Auto Accident Newsletters
When an insured has suffered a loss and wants to prove coverage under an automobile insurance policy, the insured must show the issuance and delivery of the policy, payment of the premium, a loss caused by a risk insured against, and notice and proof of loss to the insurance company. The proof of loss must give the insurance company adequate data from which it can determine its liability under the policy. The proof of loss must be in writing and set forth the injuries or damage sustained. A valuation of the loss should also be provided.
The system of streets and highways in the United States covers many thousands of miles of road surface constructed of various kinds of materials and designed for a variety of vehicle types and operations. The extensive use of the streets and highways inevitably results in a large number of motor vehicle accidents that annually cause thousands of deaths and personal injuries and extensive amounts of property damage. In the legal actions that follow, it is not surprising that the design and construction of the roadways on which such accidents take place should be brought into a case as possible bases for a finding of liability.
The basic elements of proof that a plaintiff in a products liability action against the manufacturer or seller of a car or truck has to establish are that the vehicle as sold contained a defect that created an unreasonable risk of death, personal injury, or property damage when the vehicle was used for its intended purpose and that the defect caused an accident or similar incident, such as a vehicle fire, that resulted in the loss for which the plaintiff is seeking to recover damages. Allegations of product defect in automotive products liability cases include inadequacies in vehicle design, errors in the manufacture of vehicle parts and their assembly into a completed car or truck, and failure to warn users of a vehicle about dangers inherent in its use.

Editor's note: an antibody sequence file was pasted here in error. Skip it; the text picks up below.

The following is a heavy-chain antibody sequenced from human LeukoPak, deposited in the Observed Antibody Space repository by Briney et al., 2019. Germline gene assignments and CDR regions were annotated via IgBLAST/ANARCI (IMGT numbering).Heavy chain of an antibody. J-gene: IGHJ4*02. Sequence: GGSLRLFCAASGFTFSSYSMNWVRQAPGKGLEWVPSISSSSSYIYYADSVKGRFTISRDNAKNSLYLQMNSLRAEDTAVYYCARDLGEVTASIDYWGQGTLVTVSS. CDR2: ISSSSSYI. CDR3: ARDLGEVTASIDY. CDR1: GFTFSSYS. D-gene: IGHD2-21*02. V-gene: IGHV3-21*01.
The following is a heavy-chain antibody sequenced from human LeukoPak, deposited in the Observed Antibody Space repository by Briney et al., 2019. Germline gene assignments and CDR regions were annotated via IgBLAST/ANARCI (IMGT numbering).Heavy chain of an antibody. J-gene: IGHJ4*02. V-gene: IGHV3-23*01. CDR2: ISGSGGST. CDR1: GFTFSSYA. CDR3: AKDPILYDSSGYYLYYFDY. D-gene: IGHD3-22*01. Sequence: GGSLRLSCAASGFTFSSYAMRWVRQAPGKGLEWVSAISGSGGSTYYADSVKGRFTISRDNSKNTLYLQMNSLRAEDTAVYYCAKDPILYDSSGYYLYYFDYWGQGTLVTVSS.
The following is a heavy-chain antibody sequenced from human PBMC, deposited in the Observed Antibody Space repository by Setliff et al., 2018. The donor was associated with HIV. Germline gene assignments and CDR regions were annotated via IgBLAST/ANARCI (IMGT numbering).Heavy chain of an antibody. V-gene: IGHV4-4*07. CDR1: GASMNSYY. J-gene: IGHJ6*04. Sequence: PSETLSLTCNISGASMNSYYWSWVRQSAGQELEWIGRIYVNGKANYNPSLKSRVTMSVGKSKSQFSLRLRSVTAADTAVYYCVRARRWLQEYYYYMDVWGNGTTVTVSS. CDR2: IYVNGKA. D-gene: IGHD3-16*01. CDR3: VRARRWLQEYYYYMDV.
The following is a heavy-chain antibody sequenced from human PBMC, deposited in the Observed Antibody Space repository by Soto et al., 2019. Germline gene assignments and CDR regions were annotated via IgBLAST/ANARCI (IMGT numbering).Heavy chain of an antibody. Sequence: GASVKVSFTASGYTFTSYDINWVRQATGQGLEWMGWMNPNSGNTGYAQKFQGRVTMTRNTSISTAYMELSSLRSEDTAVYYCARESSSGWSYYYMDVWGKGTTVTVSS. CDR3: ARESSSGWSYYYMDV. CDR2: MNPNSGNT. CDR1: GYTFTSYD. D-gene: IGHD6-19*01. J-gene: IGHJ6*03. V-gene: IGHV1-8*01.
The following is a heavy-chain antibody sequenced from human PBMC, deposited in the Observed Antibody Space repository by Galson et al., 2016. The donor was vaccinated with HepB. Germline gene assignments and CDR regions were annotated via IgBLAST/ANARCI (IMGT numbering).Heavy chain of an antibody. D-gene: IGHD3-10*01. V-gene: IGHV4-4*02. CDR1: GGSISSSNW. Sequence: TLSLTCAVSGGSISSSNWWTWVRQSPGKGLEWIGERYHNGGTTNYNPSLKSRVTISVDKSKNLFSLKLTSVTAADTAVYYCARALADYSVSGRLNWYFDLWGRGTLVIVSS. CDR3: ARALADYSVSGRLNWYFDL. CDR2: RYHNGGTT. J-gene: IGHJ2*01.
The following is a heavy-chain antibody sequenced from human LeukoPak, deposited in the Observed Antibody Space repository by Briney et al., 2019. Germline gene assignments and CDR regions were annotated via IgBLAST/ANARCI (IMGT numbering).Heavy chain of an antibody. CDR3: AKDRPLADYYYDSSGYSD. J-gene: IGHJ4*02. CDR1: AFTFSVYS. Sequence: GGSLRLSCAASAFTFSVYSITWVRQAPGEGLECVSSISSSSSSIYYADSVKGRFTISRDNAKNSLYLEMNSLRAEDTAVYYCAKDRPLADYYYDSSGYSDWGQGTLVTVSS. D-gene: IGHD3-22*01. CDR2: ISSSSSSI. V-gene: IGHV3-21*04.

The National Highway Traffic Safety Administration, commonly known as NHTSA, an agency of the United States Department of Transportation, enacted an initial set of Federal Motor Vehicle Safety Standards, or FMVSS, in the late 1960s. NHTSA has amended and updated the FMVSS, and has added new standards to the original group of FMVSS, since that time. Every new motor vehicle sold in the United States is required to comply with all of the FMVSS that are applicable to that type of vehicle. (Due to differences in the configurations of passenger cars and trucks, certain of the FMVSS are limited in their application to one type of vehicle or the other.) In an automotive products liability case, a legal action in which a plaintiff seeks to recover damages from the manufacturer or seller of a motor vehicle for death, personal injury, or property damage caused by an alleged defect in the design or manufacture of the vehicle or by the failure to warn of a danger inherent in its use and operation, the FMVSS sometimes play a role in determining the outcome of the dispute between the parties.
Vehicles are very important for the conduct of business. From making deliveries to taking employees on sales calls, employers often make vehicles available to employees to use in the course of their employment. Corporate insureds can obtain fleet insurance for motor vehicles from their automobile insurance company. That insurance generally covers injury, damage, or theft of owned or leased vehicles. It also provides coverage to the corporate insured if its employees are involved in an accident while driving a fleet vehicle on company business. A fleet insurance policy will cover a number of vehicles in one policy that are owned or leased by one corporate insured.